Earth Day has passed but I’m sure during that week you heard something like this: “Every day should be Earth Day.” While I whole-heartedly agree, in order for our society to appreciate the environment on a daily basis, we need to stop thinking about the three R’s for a minute and focus on something else: spending more time outside.
Before we can worry about using less plastic, eating less meat, unplugging, turning off, reusing and carpooling, we need to feel what the earth can do for us. Sadly, we have a “what’s in it for me” mentality and if we are going to make long-term commitments to Mother Earth, we need to know how it is going to directly benefit ourselves and our kids.
I’d like to say this starts with teaching our children, but really, we can not preach these values if we are not practicing them ourselves. It’s just like anything else. We can shout if from the rooftops, but until our kids see us falling in love with nature, they will continue to get lost in the next “greatest” app or video game.
So how do we help?
Perhaps we should make “being outdoors” less of an adventure and more of a routine.
Sometimes we get so fixated on facts and figures that we forget to focus on how we personally relate to the research. Unfortunately, even though we know that smoking causes X, Y, Z … until we are personally affected or have a loved one affected, we don’t fully trust the science. The same goes for nature. It has been proven nature is not only a natural mood booster, but research also suggests schools offer more recess time each day. The American Academy of Pediatrics calls recess “a crucial and necessary component of a child’s development.” So how do we become believers in the research? By getting outside and testing it ourselves.
Here are 11 activities to help your kids fall in love with nature:
1. Grow Something: Often when we hear this term we think of a plot of land with rich soil and dirt and rows of budding vegetables and herbs. Unfortunately, not everyone has the space for a traditional garden. But there are alternatives. Aeroponic gardening systems that can be used indoor and out, year round. (In fact, these use 90% less water than traditional gardens).
2. Picnic Time: Where does our food come from? While sitting on the ground outside, talk about how the earth helps produces the fuel for our body.
3. Sunrise and Sunset: Make it a goal to see the either the sun rise or set each day for a month. If this is too early or late for your children, that’s OK. Remember, a part of helping our kids fall in love with nature is making time for ourselves to do the same.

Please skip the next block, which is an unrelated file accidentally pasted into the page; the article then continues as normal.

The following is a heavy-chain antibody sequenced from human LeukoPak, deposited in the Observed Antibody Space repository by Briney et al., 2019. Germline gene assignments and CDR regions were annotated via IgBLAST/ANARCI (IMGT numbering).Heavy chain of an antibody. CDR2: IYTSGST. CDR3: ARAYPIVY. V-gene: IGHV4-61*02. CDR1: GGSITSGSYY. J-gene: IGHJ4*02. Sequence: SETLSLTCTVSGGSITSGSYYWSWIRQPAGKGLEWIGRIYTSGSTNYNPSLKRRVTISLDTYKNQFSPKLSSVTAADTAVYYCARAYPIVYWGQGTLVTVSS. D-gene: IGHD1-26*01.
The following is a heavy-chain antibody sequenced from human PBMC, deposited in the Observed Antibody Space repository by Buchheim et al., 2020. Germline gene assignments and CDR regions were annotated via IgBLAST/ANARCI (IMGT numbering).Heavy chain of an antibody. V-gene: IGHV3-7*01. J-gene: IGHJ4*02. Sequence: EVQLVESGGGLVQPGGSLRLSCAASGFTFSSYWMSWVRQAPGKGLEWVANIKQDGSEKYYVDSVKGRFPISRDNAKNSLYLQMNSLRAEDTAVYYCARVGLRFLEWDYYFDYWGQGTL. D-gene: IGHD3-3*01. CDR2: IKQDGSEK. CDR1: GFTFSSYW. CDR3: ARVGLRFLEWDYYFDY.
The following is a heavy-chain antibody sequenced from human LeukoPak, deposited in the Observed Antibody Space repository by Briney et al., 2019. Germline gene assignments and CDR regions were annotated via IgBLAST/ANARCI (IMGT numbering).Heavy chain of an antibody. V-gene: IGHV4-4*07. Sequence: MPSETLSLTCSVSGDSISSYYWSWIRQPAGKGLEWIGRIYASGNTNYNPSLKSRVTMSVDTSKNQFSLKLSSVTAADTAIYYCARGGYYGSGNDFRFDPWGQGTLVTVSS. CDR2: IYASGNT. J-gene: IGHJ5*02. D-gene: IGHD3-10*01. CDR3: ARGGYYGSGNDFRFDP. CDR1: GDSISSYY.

4. Cloud-gazing: Is your little one having an off day? Grab a blanket and lay under the sky, watching the clouds go by. Don’t forget to utilize nature’s beauty and mystical features to help clear the mind.
5. Scavenger Hunt: Find items in nature that correspond with letters of the alphabet. If you have a younger child, draw or print out pictures of pinecones, acorns, flowers, etc. (Bonus: Take the “found items” and use them to make a fairy house or critter cabin!) Another great alternative is doing a trash pick-up where the kids have to find predetermined pieces of litter.
7. Nature Walks: You don’t need a fancy trail or climb nor do you need to necessarily go far from home. While strolling, talk about the different senses and how being amongst the trees is different from being indoors or at school, etc. then put the senses to work. (The varied rock shapes, the texture of tree bark, the crunch of leaves or twigs.)
8. Book Club: Make a list with your children and brainstorm all of the silly, fun, unusual places they’d like to read outside. Taking a typical “indoor activity” beyond the four walls plants the seed that we can do just about anything in nature.
9. Memory Makers: Whether drawing pictures of what they see or writing down observations, journals are great tools for really making the experience of being outdoors stick in the memory.
10. Introduce Meditation: Also known as sitting quietly in nature. I know, you’re thinking “my kids don’t sit still,” but you’d be surprised how doing something new and different grabs their attention. Still feeling resistance? Pretend you’re a forest ranger, biologist, spy or teacher who must stay real still in order to learn about the surrounding sights and sounds.
11. Backyard Tent-out: Don’t reserve camping for sleeping outdoors! Make a habit of falling asleep to the sounds of the creatures working the night-shift.
These are all accessible, ordinary activities that most of us have done before. But the key is making them part of the regular routine. Schedule these activities into your daily planner just as you schedule meetings and other commitments until they become habit.
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